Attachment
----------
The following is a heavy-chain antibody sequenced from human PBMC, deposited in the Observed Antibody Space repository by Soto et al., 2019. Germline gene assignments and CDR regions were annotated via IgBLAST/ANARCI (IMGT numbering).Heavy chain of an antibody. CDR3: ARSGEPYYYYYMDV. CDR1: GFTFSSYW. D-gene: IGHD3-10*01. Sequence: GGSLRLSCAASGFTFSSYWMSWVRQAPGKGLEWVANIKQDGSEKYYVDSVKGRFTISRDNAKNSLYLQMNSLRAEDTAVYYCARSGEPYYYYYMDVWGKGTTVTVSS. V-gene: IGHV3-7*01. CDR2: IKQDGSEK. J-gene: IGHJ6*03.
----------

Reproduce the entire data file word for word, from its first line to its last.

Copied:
The following is a heavy-chain antibody sequenced from human PBMC, deposited in the Observed Antibody Space repository by Soto et al., 2019. Germline gene assignments and CDR regions were annotated via IgBLAST/ANARCI (IMGT numbering).Heavy chain of an antibody. CDR3: ARSGEPYYYYYMDV. CDR1: GFTFSSYW. D-gene: IGHD3-10*01. Sequence: GGSLRLSCAASGFTFSSYWMSWVRQAPGKGLEWVANIKQDGSEKYYVDSVKGRFTISRDNAKNSLYLQMNSLRAEDTAVYYCARSGEPYYYYYMDVWGKGTTVTVSS. V-gene: IGHV3-7*01. CDR2: IKQDGSEK. J-gene: IGHJ6*03.